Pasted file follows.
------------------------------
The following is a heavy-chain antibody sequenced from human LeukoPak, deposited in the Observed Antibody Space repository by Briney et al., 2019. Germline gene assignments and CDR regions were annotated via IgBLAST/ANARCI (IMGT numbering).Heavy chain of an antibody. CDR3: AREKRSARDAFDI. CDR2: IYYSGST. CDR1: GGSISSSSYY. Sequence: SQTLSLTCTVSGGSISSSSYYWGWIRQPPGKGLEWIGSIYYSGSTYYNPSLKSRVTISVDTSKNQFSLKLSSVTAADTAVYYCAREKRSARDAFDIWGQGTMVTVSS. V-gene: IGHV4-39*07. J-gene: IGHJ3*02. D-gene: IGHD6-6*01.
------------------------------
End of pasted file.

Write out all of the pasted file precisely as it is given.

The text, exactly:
The following is a heavy-chain antibody sequenced from human LeukoPak, deposited in the Observed Antibody Space repository by Briney et al., 2019. Germline gene assignments and CDR regions were annotated via IgBLAST/ANARCI (IMGT numbering).Heavy chain of an antibody. CDR3: AREKRSARDAFDI. CDR2: IYYSGST. CDR1: GGSISSSSYY. Sequence: SQTLSLTCTVSGGSISSSSYYWGWIRQPPGKGLEWIGSIYYSGSTYYNPSLKSRVTISVDTSKNQFSLKLSSVTAADTAVYYCAREKRSARDAFDIWGQGTMVTVSS. V-gene: IGHV4-39*07. J-gene: IGHJ3*02. D-gene: IGHD6-6*01.